They were a group of 14 elderly men and women, mostly in their 70s. They certainly didn't look like desperadoes.
But this cozy group of cane-clutching retirees wasn't as innocent as it seemed.
Police say the group hanging out in San Francisco's downtown Hallidie Plaza was receiving stolen goods from professional shoplifters, then returning the items to stores at a tidy profit.
"The items still have the price tags on them, so they go back to the stores and say, 'I can't find my receipt, but I just bought these, I'd like to turn them back in,'" explained Lt. Tom Buckley of the SFPD. "Most of the stores downtown, especially with elderly people like these, they'll say, 'OK, sure.'"
Instead of tossing the old folks in the slammer, police took fingerprints and mug shots and issued a warning: Any more trouble with the law, even a misdemeanor, and they'd face charges that could put them away for the rest of their lives.
"We didn't have our guns out. ... One man had to turn up his oxygen machine and get more air because he was so stressed," Inspector Bob Rogers told the San Francisco Examiner. "He kept saying, 'I'm sorry, I'm sorry,' and apologizing."
Click here to watch a fair and balanced report by Fox News Channel's Claudia Cowan.
Bar patrons in College Station, Texas, got free second shots of cash over the weekend, but they might soon have some nasty financial hangovers.
A drinker at the Tap bar in the Woodstone Shopping Center (search) discovered a nearby Bank of America ATM gave him twice what he'd asked for, even though his receipt showed the requested amount. The news spread quickly, according to KBTX-TV.
By 5 a.m. on Saturday, a cop noticed a long line of people putting coats and shirts over their heads so they wouldn't show up on the machine's security camera.
None apparently remembered that before an ATM gives you money, it has to know your name and password.
One woman, who got an extra $500, told cops a friend had called her at two in the morning about the generous ATM.
"Being a broke college student," she explained, "I had to take the chance."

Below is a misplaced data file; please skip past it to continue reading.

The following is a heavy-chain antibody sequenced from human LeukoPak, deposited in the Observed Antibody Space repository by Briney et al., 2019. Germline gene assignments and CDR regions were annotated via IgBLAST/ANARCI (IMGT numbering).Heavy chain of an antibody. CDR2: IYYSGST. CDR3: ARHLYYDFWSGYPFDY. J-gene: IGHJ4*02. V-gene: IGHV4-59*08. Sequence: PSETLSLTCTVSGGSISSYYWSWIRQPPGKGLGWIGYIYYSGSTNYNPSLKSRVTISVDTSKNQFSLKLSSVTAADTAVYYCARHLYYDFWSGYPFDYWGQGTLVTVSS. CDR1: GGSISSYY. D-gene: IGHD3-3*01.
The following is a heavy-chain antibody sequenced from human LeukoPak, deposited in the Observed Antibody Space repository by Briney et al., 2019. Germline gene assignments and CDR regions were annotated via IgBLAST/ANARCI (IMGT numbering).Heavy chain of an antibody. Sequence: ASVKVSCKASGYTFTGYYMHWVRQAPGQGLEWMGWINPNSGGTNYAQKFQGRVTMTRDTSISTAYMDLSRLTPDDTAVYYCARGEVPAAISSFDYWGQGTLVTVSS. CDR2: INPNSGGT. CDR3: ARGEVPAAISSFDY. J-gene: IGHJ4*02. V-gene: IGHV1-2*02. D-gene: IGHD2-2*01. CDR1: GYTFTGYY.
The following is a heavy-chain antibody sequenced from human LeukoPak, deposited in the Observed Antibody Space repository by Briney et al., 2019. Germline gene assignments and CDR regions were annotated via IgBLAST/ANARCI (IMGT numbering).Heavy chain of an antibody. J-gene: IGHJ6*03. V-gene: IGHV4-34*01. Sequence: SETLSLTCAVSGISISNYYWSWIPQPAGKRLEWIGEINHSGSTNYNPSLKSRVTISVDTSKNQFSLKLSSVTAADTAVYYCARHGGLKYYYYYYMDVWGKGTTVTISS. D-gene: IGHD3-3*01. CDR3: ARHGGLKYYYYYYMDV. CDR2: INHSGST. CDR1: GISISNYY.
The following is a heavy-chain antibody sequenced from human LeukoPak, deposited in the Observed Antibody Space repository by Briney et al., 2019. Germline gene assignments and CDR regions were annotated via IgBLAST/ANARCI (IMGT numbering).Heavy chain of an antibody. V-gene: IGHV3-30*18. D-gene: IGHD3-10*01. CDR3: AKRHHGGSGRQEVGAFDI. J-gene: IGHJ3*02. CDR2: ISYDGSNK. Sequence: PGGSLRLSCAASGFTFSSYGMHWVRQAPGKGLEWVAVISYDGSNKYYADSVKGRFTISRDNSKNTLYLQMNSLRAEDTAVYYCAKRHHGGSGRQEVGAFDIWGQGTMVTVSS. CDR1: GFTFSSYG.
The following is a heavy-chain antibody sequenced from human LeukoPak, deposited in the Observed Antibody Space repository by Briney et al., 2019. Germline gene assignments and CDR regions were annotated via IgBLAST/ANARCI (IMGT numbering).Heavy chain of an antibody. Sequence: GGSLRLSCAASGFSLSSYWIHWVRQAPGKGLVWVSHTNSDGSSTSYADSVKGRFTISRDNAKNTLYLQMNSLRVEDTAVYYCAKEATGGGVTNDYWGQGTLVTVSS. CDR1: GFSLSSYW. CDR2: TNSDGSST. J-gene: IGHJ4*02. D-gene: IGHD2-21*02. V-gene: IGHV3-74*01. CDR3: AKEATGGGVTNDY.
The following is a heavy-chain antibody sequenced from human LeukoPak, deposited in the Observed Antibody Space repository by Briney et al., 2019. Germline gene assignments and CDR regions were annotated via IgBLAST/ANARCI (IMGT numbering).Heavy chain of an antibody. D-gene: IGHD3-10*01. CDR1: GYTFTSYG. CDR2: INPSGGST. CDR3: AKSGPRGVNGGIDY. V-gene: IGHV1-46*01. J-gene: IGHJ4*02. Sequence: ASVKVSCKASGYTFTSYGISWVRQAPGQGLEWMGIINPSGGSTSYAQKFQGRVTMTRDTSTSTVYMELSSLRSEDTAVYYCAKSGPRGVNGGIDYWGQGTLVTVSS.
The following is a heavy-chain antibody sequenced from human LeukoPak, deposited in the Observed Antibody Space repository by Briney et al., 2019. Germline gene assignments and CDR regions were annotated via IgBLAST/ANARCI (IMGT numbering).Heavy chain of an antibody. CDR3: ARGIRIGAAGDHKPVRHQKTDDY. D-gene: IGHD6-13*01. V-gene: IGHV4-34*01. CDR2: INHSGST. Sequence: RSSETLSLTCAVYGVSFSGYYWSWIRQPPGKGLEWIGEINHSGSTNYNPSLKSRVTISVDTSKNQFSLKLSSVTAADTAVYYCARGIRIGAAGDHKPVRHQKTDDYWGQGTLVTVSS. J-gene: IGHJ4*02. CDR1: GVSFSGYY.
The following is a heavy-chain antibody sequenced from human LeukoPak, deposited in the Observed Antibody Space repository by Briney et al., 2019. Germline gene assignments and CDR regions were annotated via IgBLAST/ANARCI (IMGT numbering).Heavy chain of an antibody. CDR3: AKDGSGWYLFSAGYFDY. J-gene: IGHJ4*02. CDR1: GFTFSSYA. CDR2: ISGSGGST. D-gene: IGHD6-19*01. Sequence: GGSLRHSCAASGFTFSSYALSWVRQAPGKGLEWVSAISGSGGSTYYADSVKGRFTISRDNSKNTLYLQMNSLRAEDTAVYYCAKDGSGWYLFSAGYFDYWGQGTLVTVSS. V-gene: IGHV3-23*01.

A Bank of America spokesman told the TV station that "all ATM transactions are monitored, and the bank will pursue the users and hold them responsible. This is not free money."
An audit had not yet figured out how much cash was lost.
SANTA ANA, Calif. (AP) — Four women have resolved their lawsuit against a restaurant where one of them allegedly found a condom in her clam chowder, attorneys said Monday.
The women had sued McCormick & Schmick's Seafood Restaurant (search), claiming negligence and intentional infliction of emotional distress after one bit into an unwrapped, rolled-up condom on Feb. 26, 2002.
The case was scheduled to begin Monday in Orange County Superior Court but was canceled after the two sides reached a resolution. Details were not released.
"The case has been resolved in its entirety," lawyers for both sides said in a joint statement Monday. "Both sides are happy with the outcome."
The women said they were all eating clam chowder when Laila Sultan, 48, bit into something rubbery. Defense attorneys previously said there was no evidence suggesting the Irvine restaurant put the condom into the soup and were at a loss for an explanation.
McCormick & Schmick's, a privately owned chain that owns 42 upscale restaurants in 19 states, sued the company that supplied its clams. A judge ruled in favor of the supplier last September
MADISON, Wis. (AP) — A researcher from the University of Wisconsin at Madison (search) has figured out a better way to slice cheese — just use a laser.
"At any other university, people would have just laughed. But this is Wisconsin. It's cheese. And this is no laughing matter," said Xiaochun Li, a mechanical engineering professor and laser expert.
Traditional cutting machines require considerable care to keep cheese from becoming contaminated by bacteria. And it's impossible to slice cheese very thin because it tears or sticks to the cutting blade.
At first, Li tried using a traditional commercial laser that uses heat to cut by melting or evaporating; it fried the cheese.
"It smelled really bad," he said.
Li tried again using a new class of laser that emits light in ultraviolet, and therefore shorter, wavelengths. That laser, known as a cold laser, cuts by blasting apart the molecular bonds that hold materials together.
INDIANAPOLIS (AP) — A woman who drove a car bearing the airbrushed image of a stripper to pick up her daughter at school could face up to three years in prison.
Erica Meredith, 25, of Indianapolis was scheduled to appear Tuesday for an initial hearing on a felony charge of disseminating matter harmful to minors. She also was charged with driving with a suspended license, a misdemeanor.
The felony charge carries a penalty of six months to three years in prison and a $10,000 fine.
"I would concede it probably is a First Amendment issue, but not all First Amendment cases mean that you can't restrict the speech," Marion County Prosecutor Carl Brizzi said. "Protecting third- and fourth-graders from a centerfold on wheels is one of those valid restrictions."
An officer noticed the 3-by-5-foot image on the car's trunk Thursday after police stopped Meredith for driving with a broken taillight. She said she drove the 1976 Buick to pick up her 8-year-old daughter at school about a block from her home.
Meredith, who was released without bond shortly after her arrest, told The Indianapolis Star that the car is registered in her name but belongs to her boyfriend.
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Compiled by Foxnews.com's Paul Wagenseil, with contributions by Fox News Channel's Claudia Cowan.